With most local rivers opening at the beginning of April, the fly fishing season is nearly upon us.
Now is the time to get the old gear out of the attic and undertake a few last minutes checks or purchases before the season starts.
Time spent checking your waders for leaks will avoid a wellie full of water from the off and replenishing your fly box in anticipation of the first hatches of the season is always a joy and a good excuse to make a few new purchases of flies or tying materials.
I always like to focus on a new skill or revisit something each season that I haven’t tried for a while and whilst tying some new flies, I started re-reading some old books on north country spider fishing.
North country spiders are wonderfully simple flies tied with just a few sparse feathers and a simple silk body, some spider patterns date back over 400 years.
Despite what the name suggests, they are not designed to look like spiders, instead they look like all manner of insects that the trout feed on.
The way the feathers are tied mean they move beautifully once immersed in the water. Most spider fishing takes place on the river however they can be equally effective on still waters.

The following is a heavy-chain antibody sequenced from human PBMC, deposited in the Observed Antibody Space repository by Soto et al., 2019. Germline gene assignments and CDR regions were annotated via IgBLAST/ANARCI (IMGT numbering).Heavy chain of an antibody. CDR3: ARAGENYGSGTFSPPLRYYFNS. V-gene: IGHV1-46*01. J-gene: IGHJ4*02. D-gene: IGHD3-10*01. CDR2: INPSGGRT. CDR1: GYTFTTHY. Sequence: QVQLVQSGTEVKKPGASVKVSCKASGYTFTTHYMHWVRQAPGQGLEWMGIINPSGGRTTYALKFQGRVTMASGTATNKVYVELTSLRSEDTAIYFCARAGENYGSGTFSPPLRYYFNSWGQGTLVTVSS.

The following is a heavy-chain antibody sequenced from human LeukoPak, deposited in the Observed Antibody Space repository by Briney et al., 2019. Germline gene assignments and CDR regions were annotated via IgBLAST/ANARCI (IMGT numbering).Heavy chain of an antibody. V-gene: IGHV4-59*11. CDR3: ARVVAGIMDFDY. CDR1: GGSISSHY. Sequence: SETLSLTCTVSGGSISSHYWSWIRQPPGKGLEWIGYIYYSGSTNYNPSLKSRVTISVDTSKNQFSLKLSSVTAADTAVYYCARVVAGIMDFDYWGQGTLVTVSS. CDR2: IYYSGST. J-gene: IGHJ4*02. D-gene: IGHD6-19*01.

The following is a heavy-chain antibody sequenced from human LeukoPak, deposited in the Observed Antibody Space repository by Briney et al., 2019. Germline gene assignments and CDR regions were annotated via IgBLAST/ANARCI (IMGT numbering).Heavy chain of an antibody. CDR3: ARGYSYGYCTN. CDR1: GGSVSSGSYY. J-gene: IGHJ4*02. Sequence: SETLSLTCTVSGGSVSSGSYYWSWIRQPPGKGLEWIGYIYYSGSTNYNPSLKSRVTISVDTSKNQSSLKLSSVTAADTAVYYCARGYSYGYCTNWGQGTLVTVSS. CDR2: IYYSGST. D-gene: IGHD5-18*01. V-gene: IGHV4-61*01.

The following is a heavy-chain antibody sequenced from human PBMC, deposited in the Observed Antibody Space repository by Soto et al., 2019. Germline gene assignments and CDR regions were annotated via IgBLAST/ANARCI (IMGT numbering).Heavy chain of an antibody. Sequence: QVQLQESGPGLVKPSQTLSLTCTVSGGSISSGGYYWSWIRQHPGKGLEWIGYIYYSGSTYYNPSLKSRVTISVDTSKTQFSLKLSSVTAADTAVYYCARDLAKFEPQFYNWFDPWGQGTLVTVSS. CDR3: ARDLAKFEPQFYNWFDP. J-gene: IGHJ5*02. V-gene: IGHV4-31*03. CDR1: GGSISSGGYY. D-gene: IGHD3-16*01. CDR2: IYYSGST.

I have just returned from a splendid spring morning fishing on Ladybower reservoir where six lovely rainbows all fell to spider patterns fished in a team of three.
The aim of fly fishing is to deceive the fish in to thinking that your little piece of fur and feather is a real piece of food.
Some of the flies we use are tied to look like specific insects however many successful patterns like the spider are general imitations that look like all sorts of water based insects.
Trout and Grayling are quite catholic in their tastes and will eat all manner of bugs, flies and grubs. Often a general imitation will do the job just fine.
Two personal favourites of mine for the Peak District are “partridge and orange” and the simple “black spider”. Enjoy the new season!
l David Johnson teaches fly fishing in and around the Peak District - www.peaksflyfishing.com